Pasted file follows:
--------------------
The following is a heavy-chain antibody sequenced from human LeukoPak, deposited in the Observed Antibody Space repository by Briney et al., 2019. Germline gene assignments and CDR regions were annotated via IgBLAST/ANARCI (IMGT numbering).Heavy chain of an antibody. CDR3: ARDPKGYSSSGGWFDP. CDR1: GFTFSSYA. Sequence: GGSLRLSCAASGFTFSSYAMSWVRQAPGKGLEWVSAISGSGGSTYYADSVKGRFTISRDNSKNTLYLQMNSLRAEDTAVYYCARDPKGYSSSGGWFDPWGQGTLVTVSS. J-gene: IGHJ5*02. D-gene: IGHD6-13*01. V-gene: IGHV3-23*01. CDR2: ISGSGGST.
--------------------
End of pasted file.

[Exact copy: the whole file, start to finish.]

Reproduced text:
The following is a heavy-chain antibody sequenced from human LeukoPak, deposited in the Observed Antibody Space repository by Briney et al., 2019. Germline gene assignments and CDR regions were annotated via IgBLAST/ANARCI (IMGT numbering).Heavy chain of an antibody. CDR3: ARDPKGYSSSGGWFDP. CDR1: GFTFSSYA. Sequence: GGSLRLSCAASGFTFSSYAMSWVRQAPGKGLEWVSAISGSGGSTYYADSVKGRFTISRDNSKNTLYLQMNSLRAEDTAVYYCARDPKGYSSSGGWFDPWGQGTLVTVSS. J-gene: IGHJ5*02. D-gene: IGHD6-13*01. V-gene: IGHV3-23*01. CDR2: ISGSGGST.